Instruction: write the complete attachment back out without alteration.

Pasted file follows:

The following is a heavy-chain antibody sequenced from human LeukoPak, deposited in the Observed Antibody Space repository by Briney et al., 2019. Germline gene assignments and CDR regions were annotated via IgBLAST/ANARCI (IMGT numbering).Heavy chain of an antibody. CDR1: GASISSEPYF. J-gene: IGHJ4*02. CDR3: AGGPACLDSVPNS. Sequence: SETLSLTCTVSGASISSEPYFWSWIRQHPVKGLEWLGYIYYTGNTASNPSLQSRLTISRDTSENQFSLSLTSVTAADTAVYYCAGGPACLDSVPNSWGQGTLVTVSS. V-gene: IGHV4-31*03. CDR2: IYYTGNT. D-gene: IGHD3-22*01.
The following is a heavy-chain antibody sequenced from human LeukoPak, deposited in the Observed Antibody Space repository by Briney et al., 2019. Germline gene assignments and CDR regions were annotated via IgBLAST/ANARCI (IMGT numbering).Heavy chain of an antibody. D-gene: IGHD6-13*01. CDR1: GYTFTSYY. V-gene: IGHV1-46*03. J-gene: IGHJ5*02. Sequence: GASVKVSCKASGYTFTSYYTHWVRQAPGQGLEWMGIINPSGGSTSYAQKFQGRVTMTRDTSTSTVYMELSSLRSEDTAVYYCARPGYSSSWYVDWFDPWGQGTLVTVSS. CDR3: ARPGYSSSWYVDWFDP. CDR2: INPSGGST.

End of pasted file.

The following is a heavy-chain antibody sequenced from human LeukoPak, deposited in the Observed Antibody Space repository by Briney et al., 2019. Germline gene assignments and CDR regions were annotated via IgBLAST/ANARCI (IMGT numbering).Heavy chain of an antibody. CDR1: GASISSEPYF. J-gene: IGHJ4*02. CDR3: AGGPACLDSVPNS. Sequence: SETLSLTCTVSGASISSEPYFWSWIRQHPVKGLEWLGYIYYTGNTASNPSLQSRLTISRDTSENQFSLSLTSVTAADTAVYYCAGGPACLDSVPNSWGQGTLVTVSS. V-gene: IGHV4-31*03. CDR2: IYYTGNT. D-gene: IGHD3-22*01.
The following is a heavy-chain antibody sequenced from human LeukoPak, deposited in the Observed Antibody Space repository by Briney et al., 2019. Germline gene assignments and CDR regions were annotated via IgBLAST/ANARCI (IMGT numbering).Heavy chain of an antibody. D-gene: IGHD6-13*01. CDR1: GYTFTSYY. V-gene: IGHV1-46*03. J-gene: IGHJ5*02. Sequence: GASVKVSCKASGYTFTSYYTHWVRQAPGQGLEWMGIINPSGGSTSYAQKFQGRVTMTRDTSTSTVYMELSSLRSEDTAVYYCARPGYSSSWYVDWFDPWGQGTLVTVSS. CDR3: ARPGYSSSWYVDWFDP. CDR2: INPSGGST.